Leading up to the November 1st publication of PW’s Best Books of 2013, our reviews editors are blogging about some of their favorites from our top 100. Here’s the latest post:
At the first ThrillerFest, held in Phoenix, Ariz., in the summer of 2006, I had a long conversation with a David Morrell fan. This young enthusiast spoke highly of Rambo’s creator, who received his Ph.D. in American literature from Penn State and taught for many years as an English professor at the University of Iowa before turning to writing full time. He persuaded me that the author of First Blood was worth a serious look.
At the ThrillerFest held in New York in 2009, Morrell received the ThrillerMaster Award from the International Thriller Writers. In his acceptance speech, the author made a cogent case for the contribution of Rambo—as incarnated by Sylvester Stallone on the movie screen—to the downfall of Communism in Eastern Europe. Smuggled Rambo films helped inspire Solidarity in Poland, Morrell said, adding that “Rambo” was inscribed on the Berlin Wall as it fell. Rambo, I was interested to hear, was one of five fictional characters with worldwide recognition; the others are Sherlock Holmes, Tarzan, James Bond, and Harry Potter.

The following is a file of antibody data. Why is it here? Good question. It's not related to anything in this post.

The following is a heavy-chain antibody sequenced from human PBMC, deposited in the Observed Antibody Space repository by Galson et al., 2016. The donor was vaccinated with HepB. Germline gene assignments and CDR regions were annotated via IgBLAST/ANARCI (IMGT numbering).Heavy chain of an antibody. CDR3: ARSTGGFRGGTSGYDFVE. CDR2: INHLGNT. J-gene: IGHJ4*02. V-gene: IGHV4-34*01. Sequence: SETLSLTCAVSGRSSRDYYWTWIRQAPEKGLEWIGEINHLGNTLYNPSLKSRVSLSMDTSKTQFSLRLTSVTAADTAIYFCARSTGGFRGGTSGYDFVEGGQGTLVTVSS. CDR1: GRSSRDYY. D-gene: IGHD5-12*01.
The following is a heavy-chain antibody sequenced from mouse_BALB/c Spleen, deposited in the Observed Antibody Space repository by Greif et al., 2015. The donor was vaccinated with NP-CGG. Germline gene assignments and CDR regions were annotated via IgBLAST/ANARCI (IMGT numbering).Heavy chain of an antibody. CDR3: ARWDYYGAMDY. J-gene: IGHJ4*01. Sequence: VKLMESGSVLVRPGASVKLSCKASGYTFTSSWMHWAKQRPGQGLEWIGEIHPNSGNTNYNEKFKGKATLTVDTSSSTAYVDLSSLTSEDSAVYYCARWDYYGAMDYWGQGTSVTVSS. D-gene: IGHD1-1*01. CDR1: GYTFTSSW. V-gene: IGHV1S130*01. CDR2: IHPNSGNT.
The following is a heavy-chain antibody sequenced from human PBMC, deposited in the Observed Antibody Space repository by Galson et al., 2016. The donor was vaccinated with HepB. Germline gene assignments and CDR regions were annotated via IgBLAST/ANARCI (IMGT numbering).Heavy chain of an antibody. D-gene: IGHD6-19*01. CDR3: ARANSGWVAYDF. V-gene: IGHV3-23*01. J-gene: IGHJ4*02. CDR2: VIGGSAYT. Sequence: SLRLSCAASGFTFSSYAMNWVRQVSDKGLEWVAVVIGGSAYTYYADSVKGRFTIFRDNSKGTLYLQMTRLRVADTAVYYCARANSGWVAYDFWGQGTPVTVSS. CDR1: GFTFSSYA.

I have yet to read a Rambo novel or see a Rambo film, but this summer I couldn’t resist Morrell’s Victorian thriller, Murder as a Fine Art, in which Thomas De Quincy (1785-1859), who wrote a controversial essay entitled “On Murder Considered as One of the Fine Arts,” plays detective. Aided by his grown daughter, De Quincy investigates the slaughter of a family and their servant that duplicates the brutal murders of the members of a London household decades earlier. A distinctive lead character, an ingenious plot, and plenty of atmospheric period detail help make this book, as the PW reviewer noted, “an epitome of the intelligent page-turner.”